Wednesday, June 22, 2011
Charlotte, N.C. -- This year, art students at John M. Morehead STEM Academy gave back to the community by creating Bottles of Hope for patients at Presbyterian Buddy Kemp Cancer Support Center.
Bottles of Hope was started by a Rhode Island cancer patient in 1999 to spread cheer and hope to other patients. These bottles, recycled from their original use, are covered in clay, decorated and then given to the patients, who are then able to write down a hope or wish to place in the bottle. The bottles have taken many diverse forms throughout the past decade.
Lisha Silver, an art teacher at Morehead STEM Academy, learned about Bottles of Hope after two of her own family members were diagnosed with cancer within the past year.
“In an effort to find a positive outlet for my own emotions, I began to research Bottles of Hope. It struck me that this was a way to help other people at a time when I was feeling helpless. I had no idea what an emotional and moving project it would become for my students,” said Silver.
A total of 108 students from Silver’s fifth grade art class worked on Bottles of Hope. Students with friends or family members with cancer were able to keep their bottle for that person. “They understood that their artwork was going to impact another human being. They were serious and respectful throughout the design and creation process,” said Silver.
By the end of the school year the students had finished the project, and Silver delivered them to Presbyterian Buddy Kemp Cancer Support Center, a local counseling and support resource recommended by a colleague. The bottles came in all colors and decorations, some even with inspirational words or quotes etched into them from Silver’s art students. All were designed to bring joy to others; some were decorated with arms widespread to embrace the recipient, and others had funny faces with googley eyes.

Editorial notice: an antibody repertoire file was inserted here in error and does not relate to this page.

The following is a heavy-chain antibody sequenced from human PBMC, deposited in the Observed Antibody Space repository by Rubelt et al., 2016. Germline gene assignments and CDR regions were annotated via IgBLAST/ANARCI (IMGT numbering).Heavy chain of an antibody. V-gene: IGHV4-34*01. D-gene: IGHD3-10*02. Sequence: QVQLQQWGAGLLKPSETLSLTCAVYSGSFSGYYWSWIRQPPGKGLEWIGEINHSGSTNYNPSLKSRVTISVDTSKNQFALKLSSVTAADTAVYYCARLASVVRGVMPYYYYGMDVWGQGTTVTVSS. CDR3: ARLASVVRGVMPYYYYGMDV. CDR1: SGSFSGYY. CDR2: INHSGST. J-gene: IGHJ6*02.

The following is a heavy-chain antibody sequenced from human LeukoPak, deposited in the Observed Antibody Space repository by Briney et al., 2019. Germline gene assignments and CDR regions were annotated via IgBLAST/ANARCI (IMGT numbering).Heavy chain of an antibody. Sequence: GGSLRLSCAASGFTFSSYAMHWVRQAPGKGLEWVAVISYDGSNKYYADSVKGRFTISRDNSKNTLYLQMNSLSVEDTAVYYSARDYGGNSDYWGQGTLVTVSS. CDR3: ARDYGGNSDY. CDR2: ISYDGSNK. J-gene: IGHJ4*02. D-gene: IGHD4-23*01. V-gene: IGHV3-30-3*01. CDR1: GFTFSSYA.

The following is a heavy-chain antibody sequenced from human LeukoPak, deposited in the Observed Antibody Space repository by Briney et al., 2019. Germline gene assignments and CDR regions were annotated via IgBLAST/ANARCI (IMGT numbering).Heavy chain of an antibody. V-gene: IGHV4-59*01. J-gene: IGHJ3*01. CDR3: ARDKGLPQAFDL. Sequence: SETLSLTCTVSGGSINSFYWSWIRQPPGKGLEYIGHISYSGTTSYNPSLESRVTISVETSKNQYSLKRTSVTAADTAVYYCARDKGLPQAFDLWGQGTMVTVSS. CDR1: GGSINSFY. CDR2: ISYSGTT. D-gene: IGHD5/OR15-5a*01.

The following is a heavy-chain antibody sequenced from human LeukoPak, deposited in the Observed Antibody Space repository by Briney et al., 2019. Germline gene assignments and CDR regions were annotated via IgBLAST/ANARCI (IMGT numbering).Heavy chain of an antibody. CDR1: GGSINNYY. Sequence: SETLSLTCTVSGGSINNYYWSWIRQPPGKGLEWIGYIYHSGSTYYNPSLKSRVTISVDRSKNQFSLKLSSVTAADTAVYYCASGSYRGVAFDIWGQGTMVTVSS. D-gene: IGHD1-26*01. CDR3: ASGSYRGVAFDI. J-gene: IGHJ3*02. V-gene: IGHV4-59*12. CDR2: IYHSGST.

Marcia Lampert, Buddy Kemp Cancer Support Center’s manager, was impressed with the work. “I could easily see a survivor choosing one of the bottles and keeping it with them during treatments and on visits with their doctors,” she said. “The bottle and the message can become a symbol for strength and encouragement, something literally to hold onto.”
Several patients have already received a Bottles of Hope, and distribution will continue throughout the year. Silver hopes to engage her art students with Bottles of Hope as an art project for Presbyterian Buddy Kemp Cancer Support Center in years to come.